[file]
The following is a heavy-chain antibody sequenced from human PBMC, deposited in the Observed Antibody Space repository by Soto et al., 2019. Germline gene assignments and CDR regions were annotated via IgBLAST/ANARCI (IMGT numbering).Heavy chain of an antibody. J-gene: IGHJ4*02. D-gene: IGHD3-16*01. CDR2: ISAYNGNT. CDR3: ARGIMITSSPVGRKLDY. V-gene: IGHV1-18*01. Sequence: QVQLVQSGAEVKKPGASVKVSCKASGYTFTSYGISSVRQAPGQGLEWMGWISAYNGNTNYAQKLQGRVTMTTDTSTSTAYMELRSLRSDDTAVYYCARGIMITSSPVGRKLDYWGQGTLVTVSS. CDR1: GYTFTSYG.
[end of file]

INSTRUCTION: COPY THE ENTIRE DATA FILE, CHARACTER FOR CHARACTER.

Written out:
The following is a heavy-chain antibody sequenced from human PBMC, deposited in the Observed Antibody Space repository by Soto et al., 2019. Germline gene assignments and CDR regions were annotated via IgBLAST/ANARCI (IMGT numbering).Heavy chain of an antibody. J-gene: IGHJ4*02. D-gene: IGHD3-16*01. CDR2: ISAYNGNT. CDR3: ARGIMITSSPVGRKLDY. V-gene: IGHV1-18*01. Sequence: QVQLVQSGAEVKKPGASVKVSCKASGYTFTSYGISSVRQAPGQGLEWMGWISAYNGNTNYAQKLQGRVTMTTDTSTSTAYMELRSLRSDDTAVYYCARGIMITSSPVGRKLDYWGQGTLVTVSS. CDR1: GYTFTSYG.